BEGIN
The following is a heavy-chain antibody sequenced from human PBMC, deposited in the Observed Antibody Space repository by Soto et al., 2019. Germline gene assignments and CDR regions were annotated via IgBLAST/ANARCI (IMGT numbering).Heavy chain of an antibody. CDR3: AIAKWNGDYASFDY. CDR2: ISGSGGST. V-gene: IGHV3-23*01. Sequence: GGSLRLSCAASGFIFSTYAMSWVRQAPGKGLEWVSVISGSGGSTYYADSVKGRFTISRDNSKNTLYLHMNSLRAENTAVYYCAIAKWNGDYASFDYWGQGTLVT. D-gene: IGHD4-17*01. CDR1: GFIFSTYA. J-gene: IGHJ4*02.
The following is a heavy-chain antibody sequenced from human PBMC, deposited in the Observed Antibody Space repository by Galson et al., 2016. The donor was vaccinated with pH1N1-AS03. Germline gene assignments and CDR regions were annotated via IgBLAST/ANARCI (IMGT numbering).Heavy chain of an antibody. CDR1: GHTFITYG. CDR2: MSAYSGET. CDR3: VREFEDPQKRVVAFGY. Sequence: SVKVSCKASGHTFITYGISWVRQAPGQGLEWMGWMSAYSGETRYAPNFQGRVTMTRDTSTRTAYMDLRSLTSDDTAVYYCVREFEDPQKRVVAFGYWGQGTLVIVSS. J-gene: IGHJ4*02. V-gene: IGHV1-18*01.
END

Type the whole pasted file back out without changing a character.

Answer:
The following is a heavy-chain antibody sequenced from human PBMC, deposited in the Observed Antibody Space repository by Soto et al., 2019. Germline gene assignments and CDR regions were annotated via IgBLAST/ANARCI (IMGT numbering).Heavy chain of an antibody. CDR3: AIAKWNGDYASFDY. CDR2: ISGSGGST. V-gene: IGHV3-23*01. Sequence: GGSLRLSCAASGFIFSTYAMSWVRQAPGKGLEWVSVISGSGGSTYYADSVKGRFTISRDNSKNTLYLHMNSLRAENTAVYYCAIAKWNGDYASFDYWGQGTLVT. D-gene: IGHD4-17*01. CDR1: GFIFSTYA. J-gene: IGHJ4*02.
The following is a heavy-chain antibody sequenced from human PBMC, deposited in the Observed Antibody Space repository by Galson et al., 2016. The donor was vaccinated with pH1N1-AS03. Germline gene assignments and CDR regions were annotated via IgBLAST/ANARCI (IMGT numbering).Heavy chain of an antibody. CDR1: GHTFITYG. CDR2: MSAYSGET. CDR3: VREFEDPQKRVVAFGY. Sequence: SVKVSCKASGHTFITYGISWVRQAPGQGLEWMGWMSAYSGETRYAPNFQGRVTMTRDTSTRTAYMDLRSLTSDDTAVYYCVREFEDPQKRVVAFGYWGQGTLVIVSS. J-gene: IGHJ4*02. V-gene: IGHV1-18*01.